power to exercise all manner of ecclesiastical jurisdiction, and 

archbishops, bishops, antl archdeacons, and other ecclesiastical 

persons have no miinner of jurisdiction ecclesiastical but by and 

under the king's n5;«jesty, who hath full power and authority to 

hear and determine all nuuiner of causes ecclesiastical, and to re- 

/orm nm} correct all vice, sin, errors, heresies, and abuses whate- 

rer.'' 29th Hen. vli'i. cb. 1. S7\\\ Hen. vm. c\v. 17. tat. EUz, ch. 1. 

^^w /jj)f/jop:» for these L'nited States, after xVie T^\o\\i>:\^Ti, ^>i!;^ 


not be ord»ned in England without the consent of his ecclesiastical 
supremacy Georc^e UI. and it was with great difficulty that the 
succession Could be obtained on that account. 

In consequence of this supremacy, the king or queen hath power 
to excommunicate from, or to re-admit into the church independent 
of, yea, in direct opposition to all its bidiops and clergy. They 
revoke, if they please, any spiritual censure ; suspend or excom- 
municate any bishop or other clergy ; and by proclamation, without 
repentance, can restore the vilest offenders to the bosom of the 
church. They have power to forbid all preaching for a time, as 
did Henry VIII. Edward VI. queen Hary and Elizabeth ; to limit, 
instruct, and prescribe to the clergy what they shall and what they 
shall not preach, as did Elizabeth, James I. Charles, and kmg^ 
William. Such is the channel of legitimacy through which Episoo* 
palians alledge that the apostolic succession has been handed down 
to them, who, with the Roman Catholics, assume €he exclumve 
nght to preach the word of God and to administer the ordinances of 
the New Te#ament by virtue of this pure spiritual legitimacy, and 
this, too, in these United States ! Can that be the churdi of Christy 
with such a head to it, which exalts itself above all that is called 

He who reads Jones' History of the Church of Christ, the history 
of that society of Christians which we see described in the Acts of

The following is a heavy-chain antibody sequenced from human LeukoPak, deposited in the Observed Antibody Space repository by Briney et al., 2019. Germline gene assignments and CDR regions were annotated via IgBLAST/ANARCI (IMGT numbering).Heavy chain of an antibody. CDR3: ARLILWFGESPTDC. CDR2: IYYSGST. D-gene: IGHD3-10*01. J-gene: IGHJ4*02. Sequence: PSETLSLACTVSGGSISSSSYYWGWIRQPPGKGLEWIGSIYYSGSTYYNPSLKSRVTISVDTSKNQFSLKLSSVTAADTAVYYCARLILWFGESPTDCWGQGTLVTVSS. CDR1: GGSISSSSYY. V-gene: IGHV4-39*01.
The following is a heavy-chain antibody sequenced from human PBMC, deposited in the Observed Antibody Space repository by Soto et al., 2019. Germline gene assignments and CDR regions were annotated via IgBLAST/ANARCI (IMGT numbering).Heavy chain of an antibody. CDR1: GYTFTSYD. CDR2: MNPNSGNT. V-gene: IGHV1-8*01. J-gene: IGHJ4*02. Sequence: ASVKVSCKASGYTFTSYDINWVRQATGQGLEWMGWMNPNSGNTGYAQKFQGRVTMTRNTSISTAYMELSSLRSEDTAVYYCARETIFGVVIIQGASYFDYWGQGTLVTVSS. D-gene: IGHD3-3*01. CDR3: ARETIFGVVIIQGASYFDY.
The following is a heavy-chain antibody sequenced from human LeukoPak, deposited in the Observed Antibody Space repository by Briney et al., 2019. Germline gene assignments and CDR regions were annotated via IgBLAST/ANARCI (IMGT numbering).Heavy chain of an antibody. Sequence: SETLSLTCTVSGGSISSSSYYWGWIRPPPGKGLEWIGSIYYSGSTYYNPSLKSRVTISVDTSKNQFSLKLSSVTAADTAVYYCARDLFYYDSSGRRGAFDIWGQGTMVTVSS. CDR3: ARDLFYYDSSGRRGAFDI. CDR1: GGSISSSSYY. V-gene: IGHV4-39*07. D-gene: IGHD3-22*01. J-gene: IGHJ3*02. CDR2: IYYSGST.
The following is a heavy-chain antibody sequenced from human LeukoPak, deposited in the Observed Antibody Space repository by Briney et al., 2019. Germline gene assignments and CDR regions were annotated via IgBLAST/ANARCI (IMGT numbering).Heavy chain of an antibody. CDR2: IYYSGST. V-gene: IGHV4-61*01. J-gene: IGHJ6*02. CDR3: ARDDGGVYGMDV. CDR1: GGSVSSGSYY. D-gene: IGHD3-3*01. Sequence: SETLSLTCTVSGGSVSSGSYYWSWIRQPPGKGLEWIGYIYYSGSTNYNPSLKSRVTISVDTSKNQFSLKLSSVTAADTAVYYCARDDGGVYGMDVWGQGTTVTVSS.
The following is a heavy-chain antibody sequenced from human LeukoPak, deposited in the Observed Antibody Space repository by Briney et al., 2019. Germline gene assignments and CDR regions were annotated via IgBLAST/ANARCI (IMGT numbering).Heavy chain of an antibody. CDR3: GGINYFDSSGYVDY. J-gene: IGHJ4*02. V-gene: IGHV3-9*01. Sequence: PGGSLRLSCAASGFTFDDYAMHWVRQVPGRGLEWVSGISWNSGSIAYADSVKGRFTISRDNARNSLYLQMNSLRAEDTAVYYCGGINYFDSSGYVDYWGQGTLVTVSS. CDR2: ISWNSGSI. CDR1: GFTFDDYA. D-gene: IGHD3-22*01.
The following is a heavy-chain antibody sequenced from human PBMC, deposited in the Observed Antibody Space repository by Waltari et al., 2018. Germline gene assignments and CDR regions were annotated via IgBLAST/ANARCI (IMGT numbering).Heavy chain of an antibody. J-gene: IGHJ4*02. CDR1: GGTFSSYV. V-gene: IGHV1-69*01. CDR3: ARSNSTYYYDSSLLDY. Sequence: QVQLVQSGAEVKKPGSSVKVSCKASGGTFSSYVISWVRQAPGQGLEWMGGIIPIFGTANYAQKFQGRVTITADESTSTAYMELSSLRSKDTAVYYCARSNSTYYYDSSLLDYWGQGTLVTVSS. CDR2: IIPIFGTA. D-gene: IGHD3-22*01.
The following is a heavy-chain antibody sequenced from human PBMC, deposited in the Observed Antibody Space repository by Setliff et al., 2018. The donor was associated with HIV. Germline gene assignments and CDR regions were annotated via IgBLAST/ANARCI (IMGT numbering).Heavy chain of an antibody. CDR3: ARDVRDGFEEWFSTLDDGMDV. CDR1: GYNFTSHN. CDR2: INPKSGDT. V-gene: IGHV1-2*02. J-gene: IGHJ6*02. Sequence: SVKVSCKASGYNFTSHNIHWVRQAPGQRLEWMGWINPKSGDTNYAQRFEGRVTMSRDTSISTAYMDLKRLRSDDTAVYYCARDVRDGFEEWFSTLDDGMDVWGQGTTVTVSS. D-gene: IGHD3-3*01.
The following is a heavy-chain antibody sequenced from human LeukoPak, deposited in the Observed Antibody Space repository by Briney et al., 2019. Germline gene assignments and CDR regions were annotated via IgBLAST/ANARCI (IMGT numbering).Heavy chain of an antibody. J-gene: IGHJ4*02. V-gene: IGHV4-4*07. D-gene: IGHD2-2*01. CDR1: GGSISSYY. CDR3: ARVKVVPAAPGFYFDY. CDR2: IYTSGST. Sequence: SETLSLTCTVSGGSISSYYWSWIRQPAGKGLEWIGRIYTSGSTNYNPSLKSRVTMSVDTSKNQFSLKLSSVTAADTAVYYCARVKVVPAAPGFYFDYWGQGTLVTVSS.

the Apostles and in the Apostolic Epistles, which has been perse- 
cuted rince Gonstantine by such secular ecclesiastical eim>lish- 
xnents as that of the Enf^lish episcopacy, will readily perceive 
that the church of Christ is quite a different thing from such hier> 
archies, and that their creeds and confessions have no claim to di- 
vine authority, but are reprobated by it. It will be seen that that 
wUch has been described by Mosheim and Milner as the Church of 
Christ has been the beattly persecutor of his church. 

The MetAodUt Society and system was first formed in 1729 by the 
association of John and Charles Wesley and some other persons^ 
for religious exercises and their own improvement in reading the 
scriptures. Their regularity and seriousness procured for them 
the name o^Methodiste. Mr. Wesley gives us the following account 
of Methodism :^'<The JSrat rise of Methodism (so called) was in 
November, 1729, when four of us met together at Oxford; the 
^cond was at Savannah, in April, 1736, twenty or thirty persons 
met at my house; the laat was at London on this day, (viz. May 1, 
1733,) when forty or fifty of us agreed to meet together every 
Wednesday evening, in coder to a f ee conversation, beg^n and 
ended with prayer.** From 1760 to 1790, several persons of Mr. 
Wesley's society emigrated from England and Ireland and settled 
in various parts of Americiu During the war between England 
and America sXL communication between the two societies was cut 
off. This was vety much felt by the American Methodists. Mr. 
Ad^ury, the senior minister, was importuned to take proper mea- 
sures that the societies might enjoy the privileges of other church- 
es, by the ordination of ministers. This he refused because of his 
attachment to tlie church of JEugland. OtvX\\\s «^ tsv^vstvVj ^\ "^^ 
preachers separattd from h^m and cViOBe ^^\. oi ^i3t^R3^a^^"^ '^kW 


senior brctliren, uho ordained others bj the imposition of hands. 
Mr. Asbury prevailed on tliem to return, and by a vote at one of tiie 
conferences, the ordination was decUrcd void. After the war Mr. 
Wesley ^rew up a plan of church government, &c. for the 'Ameri- 
can Methodists, andordained Dr. Coke a Jwu tuperintendent with 
Mr. Asbury over the Methodist connexion in A'crth^^mcnea, The 
reason Mr. Wesley assigned for this measure was the following, 
which he gave in answer to a question put to him by William Jones, 
a chaplain of Lord Bishop Horn, in the following words : ^Whether 
it was true that he (Wesley) had invested two gentlemen with the 
Kpi9copal character and had sent them in that character to Ameri- 
ca ?" As soon, said Mr. Wesley (in answer) as we had made peace 
vith America, and allowed them their independence, all religions 
connexion between tliis country and the maependent colonies was 
:at an end ; in consequence of which the sectaries fell to work to 
increase their several parties — and the Anabaptists, in particular, 
were carrying all before them. Something was therefore to be 
done, without loss of time, for this poor people (as he ealled them)